Few members of the animal kingdom are quite so maligned as sharks. Even among people who like them, a certain primitive, single-minded predatory drive is often part of the appeal.
And yet: how much of that fearsome reputation might be a consequence of our own inability to see beyond sharks’ toothsome grimaces? Of their inhabiting an aquatic world far removed from our own, one which literally hides from our sight behaviors that might occasion a more nuanced appreciation?
Or to put it another way: might sharks have friends? Even society?
That possibility is raised by a study, published in the Journal of the Royal Society Interface, with the rather wonky title of “Inferring animal social networks and leadership: applications for passive monitoring arrays.” Led by marine biologist David Jacoby of the Zoological Society of London, the researchers used high-powered computational methods to analyze six months of tracking data gathered from grey sharks off Palmyra Atoll in the Pacific Ocean.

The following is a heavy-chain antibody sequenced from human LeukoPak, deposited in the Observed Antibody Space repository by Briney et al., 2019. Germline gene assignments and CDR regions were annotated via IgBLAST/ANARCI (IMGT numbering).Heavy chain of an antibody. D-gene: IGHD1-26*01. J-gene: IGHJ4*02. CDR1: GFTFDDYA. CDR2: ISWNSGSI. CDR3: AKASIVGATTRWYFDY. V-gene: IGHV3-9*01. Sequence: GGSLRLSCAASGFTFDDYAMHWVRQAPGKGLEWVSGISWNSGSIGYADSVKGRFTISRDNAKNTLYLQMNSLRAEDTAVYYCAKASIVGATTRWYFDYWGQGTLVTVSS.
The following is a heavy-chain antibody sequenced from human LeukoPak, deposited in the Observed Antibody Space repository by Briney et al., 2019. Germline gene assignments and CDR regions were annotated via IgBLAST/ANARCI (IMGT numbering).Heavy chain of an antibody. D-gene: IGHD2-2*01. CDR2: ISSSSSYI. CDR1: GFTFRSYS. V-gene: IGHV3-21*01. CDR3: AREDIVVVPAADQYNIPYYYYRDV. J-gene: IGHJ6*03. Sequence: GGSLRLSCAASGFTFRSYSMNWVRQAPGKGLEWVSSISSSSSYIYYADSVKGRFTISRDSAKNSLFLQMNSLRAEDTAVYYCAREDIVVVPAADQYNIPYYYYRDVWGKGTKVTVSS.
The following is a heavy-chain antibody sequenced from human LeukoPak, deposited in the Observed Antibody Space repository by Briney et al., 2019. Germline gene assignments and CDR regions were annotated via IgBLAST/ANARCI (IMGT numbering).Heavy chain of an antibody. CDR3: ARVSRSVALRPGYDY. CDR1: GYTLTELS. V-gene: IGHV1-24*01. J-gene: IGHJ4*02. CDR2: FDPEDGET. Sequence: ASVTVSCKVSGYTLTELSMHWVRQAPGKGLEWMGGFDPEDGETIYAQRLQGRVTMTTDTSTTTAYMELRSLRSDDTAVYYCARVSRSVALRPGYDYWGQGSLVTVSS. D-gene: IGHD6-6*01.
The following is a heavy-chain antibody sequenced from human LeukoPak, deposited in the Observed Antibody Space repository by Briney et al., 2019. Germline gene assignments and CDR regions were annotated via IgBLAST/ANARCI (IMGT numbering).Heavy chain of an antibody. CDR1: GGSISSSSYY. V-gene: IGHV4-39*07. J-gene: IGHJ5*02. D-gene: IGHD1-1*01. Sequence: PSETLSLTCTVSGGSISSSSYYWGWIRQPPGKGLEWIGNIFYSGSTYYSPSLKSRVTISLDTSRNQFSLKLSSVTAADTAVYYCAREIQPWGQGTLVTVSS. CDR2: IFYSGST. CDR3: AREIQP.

Six months of moving sharks is a whale-sized chunk of data, and the pattern-recognition methods used by Jacoby’s team to make sense of it all are a technical tour de force. Of more interest to the average shark-loving citizen, though, is what they described.
“We provide the first evidence of long-term, spatially extensive social processes in wild sharks,” wrote Jacoby’s team. Sharks didn’t move about randomly, or with nothing in mind but food. There were social dynamics in play: patterns of association, of sharks spending more time with some individuals than others, of individuals with peripheral or central positions in the resulting network map.
“Some individuals emerge as leaders,” wrote Jacoby’s team. What’s more, the leaders tended to be females—a “tantalizing” observation, and one “indicative of the importance of fine-scale intersexual interactions in structuring shark population dynamics.”
Phrased more simply, watching sharks leads to understanding sharks. As for what shapes those social patterns, we don’t yet know. For all the sophistication of human science, we’ve much left to learn about sharks and many other denizens of Earth’s oceans.